Aug. 20 (Bloomberg) -- Australians are “relaxed” about investing in their first property and are undeterred by possible interest-rate increases in a market where home prices are at a record, according to a survey.
The majority of those surveyed by Westpac Banking Corp., the nation’s second-largest mortgage lender, were confident in buying a property to rent out and would only reconsider their plans if interest rates climbed 2 percentage points.
First-time investors “do not appear to be overly sensitive to such increases, with their intention to invest only deterred by larger rate rises,” Martine Jager, the chief executive officer of RAMS Financial Group Pty, said in a statement. “Even if the rate direction changes suddenly, there could still be at least a year of strong demand left in the Australian property market.”
Spurring the rise in home sales are the lowest mortgage rates in almost five years, after the central bank cut the cash rate by 2.25 percentage points since late 2011. Investors are driving sales, with the share of first-home buyer mortgage approvals matching a record low of 12.3 percent in April, according to government data. It recovered to 13.2 percent in June.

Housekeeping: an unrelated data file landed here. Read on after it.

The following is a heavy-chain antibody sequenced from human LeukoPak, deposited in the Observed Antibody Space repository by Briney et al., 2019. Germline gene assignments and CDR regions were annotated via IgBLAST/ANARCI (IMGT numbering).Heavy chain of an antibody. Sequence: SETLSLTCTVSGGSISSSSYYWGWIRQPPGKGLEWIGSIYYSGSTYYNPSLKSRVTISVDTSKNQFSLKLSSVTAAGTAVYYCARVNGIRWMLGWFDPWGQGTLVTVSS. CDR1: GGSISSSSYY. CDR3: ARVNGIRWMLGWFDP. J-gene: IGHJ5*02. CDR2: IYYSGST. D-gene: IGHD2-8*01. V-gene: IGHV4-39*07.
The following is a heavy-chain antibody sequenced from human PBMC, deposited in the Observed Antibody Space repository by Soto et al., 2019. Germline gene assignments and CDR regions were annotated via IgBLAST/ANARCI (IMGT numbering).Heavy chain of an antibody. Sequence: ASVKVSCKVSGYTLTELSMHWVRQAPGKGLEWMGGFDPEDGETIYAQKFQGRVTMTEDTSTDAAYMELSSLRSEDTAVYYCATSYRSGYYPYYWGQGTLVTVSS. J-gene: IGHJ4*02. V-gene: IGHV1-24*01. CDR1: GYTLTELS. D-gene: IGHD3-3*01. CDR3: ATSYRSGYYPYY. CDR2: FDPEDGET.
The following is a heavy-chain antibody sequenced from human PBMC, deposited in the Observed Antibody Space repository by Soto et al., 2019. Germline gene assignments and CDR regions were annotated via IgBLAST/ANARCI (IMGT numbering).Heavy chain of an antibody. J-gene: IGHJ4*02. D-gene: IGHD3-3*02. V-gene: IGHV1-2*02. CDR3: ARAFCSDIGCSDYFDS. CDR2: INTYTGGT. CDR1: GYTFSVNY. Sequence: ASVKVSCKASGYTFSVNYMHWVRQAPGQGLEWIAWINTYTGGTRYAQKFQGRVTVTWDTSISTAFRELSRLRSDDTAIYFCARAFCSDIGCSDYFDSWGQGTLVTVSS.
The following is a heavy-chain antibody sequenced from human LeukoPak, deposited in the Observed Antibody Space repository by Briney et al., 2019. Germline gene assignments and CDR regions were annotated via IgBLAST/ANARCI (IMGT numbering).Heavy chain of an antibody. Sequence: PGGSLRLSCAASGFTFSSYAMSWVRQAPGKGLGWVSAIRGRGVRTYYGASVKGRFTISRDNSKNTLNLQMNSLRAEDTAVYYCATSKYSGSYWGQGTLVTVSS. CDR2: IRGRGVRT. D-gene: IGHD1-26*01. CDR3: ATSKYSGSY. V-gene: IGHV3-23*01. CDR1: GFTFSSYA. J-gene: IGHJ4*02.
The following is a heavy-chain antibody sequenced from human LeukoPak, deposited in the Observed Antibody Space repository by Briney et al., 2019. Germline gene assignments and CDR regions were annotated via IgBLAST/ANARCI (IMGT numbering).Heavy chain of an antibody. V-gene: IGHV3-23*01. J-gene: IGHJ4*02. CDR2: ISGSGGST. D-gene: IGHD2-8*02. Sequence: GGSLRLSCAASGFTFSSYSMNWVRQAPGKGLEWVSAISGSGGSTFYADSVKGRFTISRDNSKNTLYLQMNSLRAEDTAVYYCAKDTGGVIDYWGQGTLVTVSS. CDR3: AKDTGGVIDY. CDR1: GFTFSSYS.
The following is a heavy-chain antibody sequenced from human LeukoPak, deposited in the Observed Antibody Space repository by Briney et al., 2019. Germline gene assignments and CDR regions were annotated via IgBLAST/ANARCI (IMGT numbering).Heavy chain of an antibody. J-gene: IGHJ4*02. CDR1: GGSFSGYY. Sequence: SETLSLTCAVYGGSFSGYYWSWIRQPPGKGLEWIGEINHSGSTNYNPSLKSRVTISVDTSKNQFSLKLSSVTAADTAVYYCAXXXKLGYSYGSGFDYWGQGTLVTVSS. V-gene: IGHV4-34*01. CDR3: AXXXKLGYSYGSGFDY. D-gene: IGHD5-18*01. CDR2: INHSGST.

The Reserve Bank of Australia reiterated yesterday that interest rates are set to stay on hold as the nation’s economic outlook remains uncertain. Market pricing shows a higher chance of further policy easing after the unemployment rate jumped to a 12-year high in July, the RBA cut its growth and inflation forecasts, and wage growth stagnated.
Loose monetary policy has boosted the property market. Home prices rose 10.1 percent in the three months ended June from a year earlier, according to government data released last week.
An almost doubling of Australian household debt since 1997 and banks’ exposure to mortgages are a significant source of risk to the country’s financial system, according to a government inquiry said last month.
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